function with the NOT(ISERR(…)) functions. If the item IS found,
there’s no error. So
ISERR returns FALSE and the NOT function
switches the result to TRUE. So TRUE indicates that the search
text IS found.
On the other hand, if the search text isn’t found, SEARCH
returns an error value. So ISERR returns TRUE, which the NOT
function switches to FALSE. So FALSE indicates the the search
text is NOT found.
Finally, the SUMPRODUCT function multiplies these TRUE or FALSE
results by the corresponding numbers in the list. Since TRUE
equals 1 and FALSE equals zero, SUMPRODUCT adds up the the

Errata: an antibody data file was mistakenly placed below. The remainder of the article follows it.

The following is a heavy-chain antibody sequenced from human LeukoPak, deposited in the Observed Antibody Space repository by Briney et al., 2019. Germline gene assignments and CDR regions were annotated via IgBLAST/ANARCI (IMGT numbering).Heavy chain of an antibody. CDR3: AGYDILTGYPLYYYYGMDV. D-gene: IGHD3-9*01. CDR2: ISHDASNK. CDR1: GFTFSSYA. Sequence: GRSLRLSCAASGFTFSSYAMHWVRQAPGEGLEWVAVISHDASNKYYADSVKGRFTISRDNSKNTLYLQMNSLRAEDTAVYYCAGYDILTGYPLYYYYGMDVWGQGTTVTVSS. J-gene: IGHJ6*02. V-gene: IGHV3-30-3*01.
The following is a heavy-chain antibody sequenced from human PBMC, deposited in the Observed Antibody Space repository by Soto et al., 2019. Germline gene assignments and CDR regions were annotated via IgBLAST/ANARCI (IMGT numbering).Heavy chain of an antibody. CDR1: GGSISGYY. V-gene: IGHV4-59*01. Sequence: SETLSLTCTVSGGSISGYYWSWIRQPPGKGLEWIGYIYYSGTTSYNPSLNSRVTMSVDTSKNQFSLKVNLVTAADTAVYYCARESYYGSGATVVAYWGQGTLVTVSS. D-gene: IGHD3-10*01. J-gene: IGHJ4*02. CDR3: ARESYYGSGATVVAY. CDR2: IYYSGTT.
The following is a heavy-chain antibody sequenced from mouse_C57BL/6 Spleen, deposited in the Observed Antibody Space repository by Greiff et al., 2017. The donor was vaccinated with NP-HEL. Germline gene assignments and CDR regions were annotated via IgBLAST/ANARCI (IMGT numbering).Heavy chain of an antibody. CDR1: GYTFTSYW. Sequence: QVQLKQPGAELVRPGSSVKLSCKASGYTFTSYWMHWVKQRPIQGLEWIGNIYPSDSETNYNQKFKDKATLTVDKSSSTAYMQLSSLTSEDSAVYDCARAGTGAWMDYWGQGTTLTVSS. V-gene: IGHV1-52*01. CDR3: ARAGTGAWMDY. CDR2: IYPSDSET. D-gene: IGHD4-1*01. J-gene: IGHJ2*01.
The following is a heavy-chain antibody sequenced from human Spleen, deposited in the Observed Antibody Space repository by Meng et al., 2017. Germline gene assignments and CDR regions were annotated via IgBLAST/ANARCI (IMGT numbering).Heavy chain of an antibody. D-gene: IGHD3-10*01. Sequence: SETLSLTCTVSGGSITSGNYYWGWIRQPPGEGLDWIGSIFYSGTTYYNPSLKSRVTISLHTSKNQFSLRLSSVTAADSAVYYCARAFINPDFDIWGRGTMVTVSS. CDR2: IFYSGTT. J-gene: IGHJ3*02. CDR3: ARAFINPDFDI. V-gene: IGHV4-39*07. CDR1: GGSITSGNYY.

numbers for the items found. The numbers are chosen so that
every sum represents a unique combination of values. Therefore,
we can test for one number to specify any combination of search
successes and failures we want.
Extending the MultiCriteria Search Formula
Here’s the formula again:
=SUMPRODUCT(NOT(ISERR(
SEARCH({“mt”,”msa”,”county”,”unemployment”,”nsa”},[@Tags])
))*{1,2,4,8,16})
=9
You can modify and extend it in a variety of ways. For example…
…If you’re interested in any Montana county information other
than unemployment, you would test for the value 5. (This means
that searches for “mt” (1) and “county” (4) must succeed and
that all other searches fail.)
…If you’re interested in unemployment information for any city
outside of Montana, you would test for the value 10. (Searches
for “msa” (2) and “unemployment” (8) succeed and all other
searches fail.)
…If you decide that you temporarily don’t care whether the